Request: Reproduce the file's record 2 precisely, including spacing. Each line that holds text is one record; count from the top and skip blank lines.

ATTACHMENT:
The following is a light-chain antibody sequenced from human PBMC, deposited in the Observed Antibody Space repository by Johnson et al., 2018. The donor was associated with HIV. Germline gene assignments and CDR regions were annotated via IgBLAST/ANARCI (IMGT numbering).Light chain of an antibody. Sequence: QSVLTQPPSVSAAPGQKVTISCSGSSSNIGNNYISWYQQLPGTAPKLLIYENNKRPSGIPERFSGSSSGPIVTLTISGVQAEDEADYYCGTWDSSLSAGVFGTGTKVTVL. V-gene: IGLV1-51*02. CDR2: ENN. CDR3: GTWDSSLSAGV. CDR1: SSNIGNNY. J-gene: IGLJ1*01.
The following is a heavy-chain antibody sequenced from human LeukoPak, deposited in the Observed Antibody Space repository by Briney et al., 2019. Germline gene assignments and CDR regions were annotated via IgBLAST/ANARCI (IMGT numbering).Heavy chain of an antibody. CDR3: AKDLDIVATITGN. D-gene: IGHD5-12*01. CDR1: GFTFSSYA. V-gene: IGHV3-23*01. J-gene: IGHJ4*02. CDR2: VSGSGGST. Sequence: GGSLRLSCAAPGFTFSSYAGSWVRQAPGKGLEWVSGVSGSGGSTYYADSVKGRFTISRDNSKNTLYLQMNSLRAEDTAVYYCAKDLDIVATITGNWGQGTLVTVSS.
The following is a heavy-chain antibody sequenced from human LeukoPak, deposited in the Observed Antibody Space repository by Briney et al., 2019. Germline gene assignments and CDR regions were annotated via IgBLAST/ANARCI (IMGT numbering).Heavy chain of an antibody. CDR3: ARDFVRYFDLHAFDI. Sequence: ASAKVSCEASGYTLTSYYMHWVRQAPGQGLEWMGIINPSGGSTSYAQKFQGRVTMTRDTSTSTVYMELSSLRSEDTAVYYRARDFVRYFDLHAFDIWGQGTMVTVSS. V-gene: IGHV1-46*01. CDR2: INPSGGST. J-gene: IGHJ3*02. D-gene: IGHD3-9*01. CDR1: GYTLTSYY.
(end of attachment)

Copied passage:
The following is a heavy-chain antibody sequenced from human LeukoPak, deposited in the Observed Antibody Space repository by Briney et al., 2019. Germline gene assignments and CDR regions were annotated via IgBLAST/ANARCI (IMGT numbering).Heavy chain of an antibody. CDR3: AKDLDIVATITGN. D-gene: IGHD5-12*01. CDR1: GFTFSSYA. V-gene: IGHV3-23*01. J-gene: IGHJ4*02. CDR2: VSGSGGST. Sequence: GGSLRLSCAAPGFTFSSYAGSWVRQAPGKGLEWVSGVSGSGGSTYYADSVKGRFTISRDNSKNTLYLQMNSLRAEDTAVYYCAKDLDIVATITGNWGQGTLVTVSS.